Run Wrake Run Wrake

Run Wrake (1965-2012)

Bummer news out of England. British animator Run Wrake died on Sunday morning from cancer at the age of 47. He is survived by his wife, Lisa, and two children, Florence and Joe.

Wrake was born in 1965 as John Wrake in the Republic of Yemen to a father who was an army chaplain. He attended the Chelsea College of Art and Design, and later the Royal College of Art. He burst onto the animation scene with his student film Anyway (1990), which aired on MTV’s Liquid Television.

Wrake spent the next two decades creating all kinds of animation including music videos (Howie B, Future Sound of London, Manu Chao, The Charlatans), MTV idents, concert visuals (U2), TV commercials, and short films, like Jukebox.

In 2005, he created his most narrative (and critically successful) work, Rabbit, a morality tale about greed and the loss of innocence told through “Dick and Jane”-style illustrations:

When an artist passes away mid-career, it can be difficult to place them into proper historical context, but I wouldn’t hesitate to call Wrake one of the most influential animation filmmakers of our time. This became particularly evident to me when I saw a retrospective of his work at the Ottawa International Animation Festival last month. His relentless creative exploration and audiovisual inventiveness (his film Rabbit had 79 tracks of sounds) was surpassed by few.

Wrake’s unique skill was an ability to synthesize everything happening around him in contemporary culture—Pop Art and collage, Punk/New Wave graphics, video art, Electronica—and filter it through a trippy, looping Fleischer Bros. animation sensibility. His influence—direct and indirect—towered over indie animation of the last couple decades, and can be felt throughout modern animation, from the raw cut-and-paste aesthetic of Martha Colburn to the looping spectacles of Cyriak. While it’s sad that we won’t be seeing any new films from Run Wrake, he leaves behind a rich artistic legacy that will continue to inspire and influence the animation world for many years to come.

Watch more of Run Wrake’s work on Vimeo or YouTube, or watch this interview:

  • Tim

    I’m awfully sorry to hear about this. Just this month I was watched Rabbit for the umpteenth time and marveling at his incredible talent. Had no idea he was ill. Here’s hoping for a retrospective DVD that really showcases his many excellent films.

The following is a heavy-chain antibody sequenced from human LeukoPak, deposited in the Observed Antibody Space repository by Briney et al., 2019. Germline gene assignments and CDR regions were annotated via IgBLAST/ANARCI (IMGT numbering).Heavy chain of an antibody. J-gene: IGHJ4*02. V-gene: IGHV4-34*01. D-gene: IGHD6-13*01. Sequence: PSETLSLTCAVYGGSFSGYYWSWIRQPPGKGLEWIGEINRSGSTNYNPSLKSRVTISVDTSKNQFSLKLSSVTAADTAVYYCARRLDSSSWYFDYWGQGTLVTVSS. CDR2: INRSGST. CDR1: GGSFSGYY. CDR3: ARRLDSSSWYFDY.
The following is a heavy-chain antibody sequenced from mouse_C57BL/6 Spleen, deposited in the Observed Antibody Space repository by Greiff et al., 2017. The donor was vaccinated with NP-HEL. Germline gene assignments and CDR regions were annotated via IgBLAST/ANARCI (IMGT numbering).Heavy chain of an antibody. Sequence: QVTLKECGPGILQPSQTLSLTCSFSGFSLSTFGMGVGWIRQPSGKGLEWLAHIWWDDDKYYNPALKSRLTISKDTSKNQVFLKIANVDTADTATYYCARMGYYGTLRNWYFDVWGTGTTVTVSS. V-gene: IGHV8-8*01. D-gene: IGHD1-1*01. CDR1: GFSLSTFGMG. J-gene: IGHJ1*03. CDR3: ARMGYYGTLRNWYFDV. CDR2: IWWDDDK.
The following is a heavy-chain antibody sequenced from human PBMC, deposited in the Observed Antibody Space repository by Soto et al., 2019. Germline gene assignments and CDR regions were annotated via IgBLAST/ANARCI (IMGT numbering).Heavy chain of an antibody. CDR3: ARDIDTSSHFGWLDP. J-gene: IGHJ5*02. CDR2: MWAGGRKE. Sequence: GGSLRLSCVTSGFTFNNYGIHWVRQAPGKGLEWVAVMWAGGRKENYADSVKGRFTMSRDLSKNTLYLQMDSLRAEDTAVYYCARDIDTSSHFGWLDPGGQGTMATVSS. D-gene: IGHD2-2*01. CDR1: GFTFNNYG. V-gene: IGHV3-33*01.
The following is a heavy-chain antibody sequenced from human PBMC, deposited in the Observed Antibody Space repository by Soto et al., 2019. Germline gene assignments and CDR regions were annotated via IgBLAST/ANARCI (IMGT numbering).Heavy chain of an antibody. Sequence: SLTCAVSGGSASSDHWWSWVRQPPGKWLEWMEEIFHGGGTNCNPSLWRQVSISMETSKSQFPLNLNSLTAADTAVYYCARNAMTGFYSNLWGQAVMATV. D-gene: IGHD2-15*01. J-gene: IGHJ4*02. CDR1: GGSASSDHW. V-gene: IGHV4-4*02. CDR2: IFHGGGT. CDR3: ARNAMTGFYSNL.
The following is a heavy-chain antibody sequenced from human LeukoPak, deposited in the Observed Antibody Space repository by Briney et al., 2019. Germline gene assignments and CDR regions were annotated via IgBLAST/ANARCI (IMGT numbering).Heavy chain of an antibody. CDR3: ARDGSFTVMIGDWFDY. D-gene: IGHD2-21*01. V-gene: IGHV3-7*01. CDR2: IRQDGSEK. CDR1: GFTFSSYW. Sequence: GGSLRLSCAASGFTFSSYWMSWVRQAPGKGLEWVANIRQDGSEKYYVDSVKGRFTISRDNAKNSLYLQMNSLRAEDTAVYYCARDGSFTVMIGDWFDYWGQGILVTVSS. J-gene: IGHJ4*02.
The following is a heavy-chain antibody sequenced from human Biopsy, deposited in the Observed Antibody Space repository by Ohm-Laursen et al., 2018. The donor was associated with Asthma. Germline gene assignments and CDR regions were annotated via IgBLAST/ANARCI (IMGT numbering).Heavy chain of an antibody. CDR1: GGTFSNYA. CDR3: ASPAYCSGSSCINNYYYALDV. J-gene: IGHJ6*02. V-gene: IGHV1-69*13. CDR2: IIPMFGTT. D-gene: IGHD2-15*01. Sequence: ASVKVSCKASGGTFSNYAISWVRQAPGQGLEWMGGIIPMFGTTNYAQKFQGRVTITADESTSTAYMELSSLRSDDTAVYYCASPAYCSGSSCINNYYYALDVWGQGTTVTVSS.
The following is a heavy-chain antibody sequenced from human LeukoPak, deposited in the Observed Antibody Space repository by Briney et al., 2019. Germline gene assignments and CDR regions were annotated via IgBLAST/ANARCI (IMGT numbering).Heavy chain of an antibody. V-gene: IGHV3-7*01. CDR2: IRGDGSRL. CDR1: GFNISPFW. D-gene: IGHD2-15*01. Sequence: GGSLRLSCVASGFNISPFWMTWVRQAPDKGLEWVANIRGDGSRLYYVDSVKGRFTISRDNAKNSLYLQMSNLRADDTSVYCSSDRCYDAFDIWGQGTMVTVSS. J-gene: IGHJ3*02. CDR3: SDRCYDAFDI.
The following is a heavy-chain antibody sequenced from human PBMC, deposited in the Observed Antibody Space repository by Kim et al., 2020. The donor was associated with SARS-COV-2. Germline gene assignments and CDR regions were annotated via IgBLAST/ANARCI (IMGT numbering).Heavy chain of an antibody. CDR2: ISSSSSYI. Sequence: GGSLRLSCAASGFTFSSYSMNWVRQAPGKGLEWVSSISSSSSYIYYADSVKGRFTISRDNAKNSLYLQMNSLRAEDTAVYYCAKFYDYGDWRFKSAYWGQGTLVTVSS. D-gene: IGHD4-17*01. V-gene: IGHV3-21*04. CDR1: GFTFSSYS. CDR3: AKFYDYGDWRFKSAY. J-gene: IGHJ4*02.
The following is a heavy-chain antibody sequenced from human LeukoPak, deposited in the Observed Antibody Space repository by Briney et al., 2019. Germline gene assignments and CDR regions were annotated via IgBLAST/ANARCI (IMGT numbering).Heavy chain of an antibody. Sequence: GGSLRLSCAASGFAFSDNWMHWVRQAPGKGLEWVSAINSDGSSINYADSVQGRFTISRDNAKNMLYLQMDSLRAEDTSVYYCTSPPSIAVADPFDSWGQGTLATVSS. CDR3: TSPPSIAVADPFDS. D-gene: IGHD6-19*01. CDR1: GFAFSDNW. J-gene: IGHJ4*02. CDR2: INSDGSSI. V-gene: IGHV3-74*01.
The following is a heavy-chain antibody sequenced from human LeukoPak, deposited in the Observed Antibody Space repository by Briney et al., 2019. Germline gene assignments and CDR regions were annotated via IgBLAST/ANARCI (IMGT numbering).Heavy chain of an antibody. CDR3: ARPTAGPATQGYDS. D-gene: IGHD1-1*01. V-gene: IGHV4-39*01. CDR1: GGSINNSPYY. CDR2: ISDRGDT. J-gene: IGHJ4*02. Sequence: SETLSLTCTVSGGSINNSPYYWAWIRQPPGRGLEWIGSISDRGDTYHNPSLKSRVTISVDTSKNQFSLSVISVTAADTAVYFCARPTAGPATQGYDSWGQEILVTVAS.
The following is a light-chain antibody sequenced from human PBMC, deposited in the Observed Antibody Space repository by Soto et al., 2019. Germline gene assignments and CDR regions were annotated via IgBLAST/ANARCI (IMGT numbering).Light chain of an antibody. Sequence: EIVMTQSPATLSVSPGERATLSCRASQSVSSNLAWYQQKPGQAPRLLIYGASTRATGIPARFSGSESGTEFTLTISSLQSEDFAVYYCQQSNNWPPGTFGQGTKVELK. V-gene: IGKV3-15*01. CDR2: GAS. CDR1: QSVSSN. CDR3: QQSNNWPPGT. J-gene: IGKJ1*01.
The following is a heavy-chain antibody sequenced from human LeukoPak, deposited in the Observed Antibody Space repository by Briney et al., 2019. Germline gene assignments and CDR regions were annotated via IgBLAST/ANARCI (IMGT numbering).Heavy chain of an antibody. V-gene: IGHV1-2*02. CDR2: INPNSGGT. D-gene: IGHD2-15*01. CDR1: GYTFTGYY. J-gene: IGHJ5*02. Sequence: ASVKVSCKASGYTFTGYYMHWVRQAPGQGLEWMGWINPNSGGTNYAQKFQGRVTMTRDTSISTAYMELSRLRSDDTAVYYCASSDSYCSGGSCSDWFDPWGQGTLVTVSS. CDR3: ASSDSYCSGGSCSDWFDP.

• It really is devastating news of the passing of the great Run Wrake. He sadly leaves behind a young and loving family and a unique legacy of masterful work with a trail of inspiration for many around the world. His work across animation, visuals, illustration and design will never be forgotten and surely never matched. It was a pleasure to show his projects at onedotzero festivals and events, commission his work in visuals and music videos and drink in his company. From the onedotzero, animation and design communities thank you Run for sharing your work, wit, talent and distinctive way of looking at the world. You will always be a true original.

  • T.D.

    This is absolutely heartbreaking. What a loss.

    Safe travels, Run.

  • Wow that’s too bad. I was first introduced to his work at the Ottawa Animation Festival back in ’99. I was blown away by it and it had a huge and profound impact on me. Sad, sad news indeed.

  • joel brinkerhoff

    Like Jim Woodring, Wrake’s work took me to places familiar, yet foreign. I marvel at his inventiveness and am glad he left an impressive body of work.

  • Anna

    I’m an animation student. First saw his work at the OIAF and loved it… Sorry to see him go so soon after getting an introduction to his amazing work.

  • Tom

    I remember ‘Rabbit’ quite vividly. It was shown in a couple animations classes I took before and during university; very unusual film but brilliantly done. Sad to hear about this, and at such a young age, as well! RIP, Run.

  • Timothy

    I am very sad to hear this terrible news. I have been a fan of his work for several years. He was very original and creative and has been an influence on me.

  • Michel Van

    this is sad.
    i enjoyed his work

  • This is terrible news.
    Once I discovered Run Wrake’s animation I made sure to keep up and follow him along during his career. He was far from over.

  • Yvette Kaplan

    Shocking and tragic. For his family and for the world. I’ll never forget the feeling I had when I first saw Rabbit– it was like a curtain lifting to reveal a beautiful but scary secret maybe too huge to absorb. I was transfixed throughout that unforgettable film and mourn the loss of a great talent and what other gems he would have given us.

  • Doctor Arik Soong

    The first piece of Wrake’s art that i ever saw was on the MTV show liquid television.